A grant of probate is the legal permission that is needed in order to access and distribute someone’s estate when they die.
On death, assets (property, pensions, investments and savings) can be frozen. In order to free up these assets (the estate), probate is needed.
Contrary to popular belief, any inheritance tax due on an estate needs to be paid before a grant of probate gives access to the deceased’s estate.
In fact, the court will not grant probate until it receives a stamped receipt from the tax office showing that the tax has been paid.
Different financial services institutions have different limits that dictate when probate is required, and this will depend on the value of the assets in question.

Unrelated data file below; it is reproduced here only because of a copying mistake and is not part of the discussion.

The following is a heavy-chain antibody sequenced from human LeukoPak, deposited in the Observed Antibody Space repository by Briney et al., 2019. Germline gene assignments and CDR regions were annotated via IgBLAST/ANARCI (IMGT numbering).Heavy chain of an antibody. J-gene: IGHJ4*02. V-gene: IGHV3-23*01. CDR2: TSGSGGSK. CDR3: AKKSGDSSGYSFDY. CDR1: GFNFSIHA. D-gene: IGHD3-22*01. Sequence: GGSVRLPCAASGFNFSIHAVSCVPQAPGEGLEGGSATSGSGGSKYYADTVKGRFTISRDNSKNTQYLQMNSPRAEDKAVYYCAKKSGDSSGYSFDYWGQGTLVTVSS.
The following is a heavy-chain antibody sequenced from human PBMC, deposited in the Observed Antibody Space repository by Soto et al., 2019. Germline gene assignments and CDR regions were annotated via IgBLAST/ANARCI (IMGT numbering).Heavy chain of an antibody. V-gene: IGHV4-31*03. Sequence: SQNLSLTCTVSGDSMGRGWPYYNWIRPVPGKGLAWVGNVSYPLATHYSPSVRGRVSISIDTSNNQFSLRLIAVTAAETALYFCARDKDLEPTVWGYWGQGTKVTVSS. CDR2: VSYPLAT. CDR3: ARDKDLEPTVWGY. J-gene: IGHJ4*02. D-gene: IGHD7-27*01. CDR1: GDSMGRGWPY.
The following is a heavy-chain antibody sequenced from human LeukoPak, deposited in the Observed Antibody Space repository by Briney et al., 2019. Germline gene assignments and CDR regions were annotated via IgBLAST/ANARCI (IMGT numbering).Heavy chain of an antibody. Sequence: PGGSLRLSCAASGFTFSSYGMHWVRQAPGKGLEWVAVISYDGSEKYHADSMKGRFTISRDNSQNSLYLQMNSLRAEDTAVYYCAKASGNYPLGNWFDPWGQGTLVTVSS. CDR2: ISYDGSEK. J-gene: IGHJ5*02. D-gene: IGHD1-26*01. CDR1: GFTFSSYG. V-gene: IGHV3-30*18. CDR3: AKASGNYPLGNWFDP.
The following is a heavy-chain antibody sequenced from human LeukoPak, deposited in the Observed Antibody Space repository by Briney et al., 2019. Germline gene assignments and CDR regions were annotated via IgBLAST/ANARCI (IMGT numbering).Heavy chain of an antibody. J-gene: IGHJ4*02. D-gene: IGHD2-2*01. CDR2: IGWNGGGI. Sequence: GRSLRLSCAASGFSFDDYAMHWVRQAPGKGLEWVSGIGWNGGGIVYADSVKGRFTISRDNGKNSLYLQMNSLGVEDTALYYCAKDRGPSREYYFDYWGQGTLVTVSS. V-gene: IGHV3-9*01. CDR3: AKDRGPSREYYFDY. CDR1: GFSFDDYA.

In many cases, a financial firm will need sight of probate before they can release someone’s holdings.
One solution that would make life easier would be for anyone whose estate is likely to be subject to IHT to take out a life insurance policy and put that policy in trust with their executors as beneficiary.
They could set the sum assured at the level of the expected tax bill and due it being in trust, the proceeds would go straight to the executors without needing to go through probate, allowing them to pay the IHT.